On July 16, 2020, the Court of Justice of the European Union (CJEU) published its decision in the matter of Data Protection Commissioner v. Facebook Ireland and Maximillian Schrems (“Schrems II”). The matter, arising from the transfer of Schrems’ personal data by Facebook Ireland to Facebook Inc. in the United States, presented questions concerning the transfer of personal data from the EEA to a third country without an adequacy determination. The decision declares the EU-US Privacy Shield program invalid and affirms the validity of standard contractual clauses (SCCs) as an adequate mechanism for transferring personal data from the EEA, subject to heightened scrutiny.
The CJEU invalidated the Privacy Shield program on grounds that it fails to provide an adequate level of protection to personal data transferred from the EEA to the U.S. In support, it points specifically to three U.S. national security laws: FISA 702, E.O. 12.333, and PPD 28. The CJEU found the breadth of these bulk surveillance and monitoring laws violates the basic minimum safeguards required by the GDPR for proportionality: the U.S. government’s processing of EEA personal data is not limited to what is strictly necessary. The CJEU further noted these surveillance programs fail to provide EEA data subjects with enforceable rights and effective legal review comparable to applicable EU law. As of the date of the decision, data exporters and U.S. data importers can no longer rely on EU-US Privacy Shield certification as an adequate mechanism to transfer personal data from the EEA to the U.S. There is currently no grace period. However, since a grace period was enacted shortly after the EU-US Safe Harbor was invalidated, it is conceivable one will be announced as the EU and U.S. assess the implications of this decision.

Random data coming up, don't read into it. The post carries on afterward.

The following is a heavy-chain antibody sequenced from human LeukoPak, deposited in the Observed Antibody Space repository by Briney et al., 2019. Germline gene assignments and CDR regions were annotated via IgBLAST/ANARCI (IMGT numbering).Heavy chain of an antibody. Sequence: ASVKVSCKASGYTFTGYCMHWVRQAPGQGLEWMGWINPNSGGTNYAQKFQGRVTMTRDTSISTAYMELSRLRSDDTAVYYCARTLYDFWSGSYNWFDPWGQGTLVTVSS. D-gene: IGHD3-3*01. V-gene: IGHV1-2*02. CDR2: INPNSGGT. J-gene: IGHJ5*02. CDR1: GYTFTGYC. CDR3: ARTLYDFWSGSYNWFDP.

The CJEU affirmed the validity of controller-processor standard contractual clauses (SCCs) as an adequate mechanism for transferring personal data from the EEA to a third country lacking an EU adequacy decision. In affirming the validity of SCCs, the CJEU highlighted three stakeholder obligations:
- the data exporter’s responsibility to verify the importer’s ability to provide an essentially equivalent level of protection in the third country;
- the data importer’s responsibility to notify the exporter immediately if it cannot comply with the SCCs, including situations where it is compelled to produce EEA data at the request of law enforcement; and
- the data exporter’s responsibility to immediately suspend or terminate the transfer upon notice from the importer that it cannot comply with the SCCs.
Based on these requirements, the SCCs may not be an adequate transfer mechanism in every case, or may require the negotiation of additional provisions to satisfy these obligations.
The CJEU further highlighted the affirmative obligation of supervisory authorities to identify and suspend or terminate transfers based on SCCs where the importer cannot provide EEA data with an adequate level of protection.
Under the GDPR, an impermissible transfer can result in fines up to €20,000,000, or in the case of an undertaking, up to 4 % of the total worldwide annual turnover of the preceding financial year, whichever is higher. In addition, EEA data subjects may bring a private cause of action for an illegal transfer, either individually or as part of a class action.